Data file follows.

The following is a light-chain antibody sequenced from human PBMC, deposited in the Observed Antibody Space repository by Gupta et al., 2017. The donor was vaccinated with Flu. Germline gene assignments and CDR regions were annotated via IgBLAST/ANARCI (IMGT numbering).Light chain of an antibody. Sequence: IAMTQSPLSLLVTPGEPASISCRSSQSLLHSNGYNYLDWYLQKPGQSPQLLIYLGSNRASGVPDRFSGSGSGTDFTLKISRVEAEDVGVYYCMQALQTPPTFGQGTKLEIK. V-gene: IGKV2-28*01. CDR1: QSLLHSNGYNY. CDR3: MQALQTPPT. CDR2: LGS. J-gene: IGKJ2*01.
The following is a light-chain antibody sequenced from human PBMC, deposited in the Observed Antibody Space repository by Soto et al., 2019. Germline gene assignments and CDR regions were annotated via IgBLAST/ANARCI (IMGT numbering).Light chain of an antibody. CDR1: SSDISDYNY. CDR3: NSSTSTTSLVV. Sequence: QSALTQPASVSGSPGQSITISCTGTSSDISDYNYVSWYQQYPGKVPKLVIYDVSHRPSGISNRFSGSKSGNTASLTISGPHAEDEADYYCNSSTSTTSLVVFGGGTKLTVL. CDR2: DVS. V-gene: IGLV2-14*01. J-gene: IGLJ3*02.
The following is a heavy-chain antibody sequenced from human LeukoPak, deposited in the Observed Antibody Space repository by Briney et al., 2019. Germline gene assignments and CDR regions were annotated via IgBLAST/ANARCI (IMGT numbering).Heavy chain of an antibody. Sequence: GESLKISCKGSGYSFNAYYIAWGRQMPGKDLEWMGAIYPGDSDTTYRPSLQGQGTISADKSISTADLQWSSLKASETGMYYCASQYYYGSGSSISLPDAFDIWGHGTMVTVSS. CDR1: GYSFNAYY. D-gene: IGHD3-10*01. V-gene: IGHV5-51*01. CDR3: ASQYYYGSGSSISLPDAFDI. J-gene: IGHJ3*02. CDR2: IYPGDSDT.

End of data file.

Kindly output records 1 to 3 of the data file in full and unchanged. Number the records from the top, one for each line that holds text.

The following is a light-chain antibody sequenced from human PBMC, deposited in the Observed Antibody Space repository by Gupta et al., 2017. The donor was vaccinated with Flu. Germline gene assignments and CDR regions were annotated via IgBLAST/ANARCI (IMGT numbering).Light chain of an antibody. Sequence: IAMTQSPLSLLVTPGEPASISCRSSQSLLHSNGYNYLDWYLQKPGQSPQLLIYLGSNRASGVPDRFSGSGSGTDFTLKISRVEAEDVGVYYCMQALQTPPTFGQGTKLEIK. V-gene: IGKV2-28*01. CDR1: QSLLHSNGYNY. CDR3: MQALQTPPT. CDR2: LGS. J-gene: IGKJ2*01.
The following is a light-chain antibody sequenced from human PBMC, deposited in the Observed Antibody Space repository by Soto et al., 2019. Germline gene assignments and CDR regions were annotated via IgBLAST/ANARCI (IMGT numbering).Light chain of an antibody. CDR1: SSDISDYNY. CDR3: NSSTSTTSLVV. Sequence: QSALTQPASVSGSPGQSITISCTGTSSDISDYNYVSWYQQYPGKVPKLVIYDVSHRPSGISNRFSGSKSGNTASLTISGPHAEDEADYYCNSSTSTTSLVVFGGGTKLTVL. CDR2: DVS. V-gene: IGLV2-14*01. J-gene: IGLJ3*02.
The following is a heavy-chain antibody sequenced from human LeukoPak, deposited in the Observed Antibody Space repository by Briney et al., 2019. Germline gene assignments and CDR regions were annotated via IgBLAST/ANARCI (IMGT numbering).Heavy chain of an antibody. Sequence: GESLKISCKGSGYSFNAYYIAWGRQMPGKDLEWMGAIYPGDSDTTYRPSLQGQGTISADKSISTADLQWSSLKASETGMYYCASQYYYGSGSSISLPDAFDIWGHGTMVTVSS. CDR1: GYSFNAYY. D-gene: IGHD3-10*01. V-gene: IGHV5-51*01. CDR3: ASQYYYGSGSSISLPDAFDI. J-gene: IGHJ3*02. CDR2: IYPGDSDT.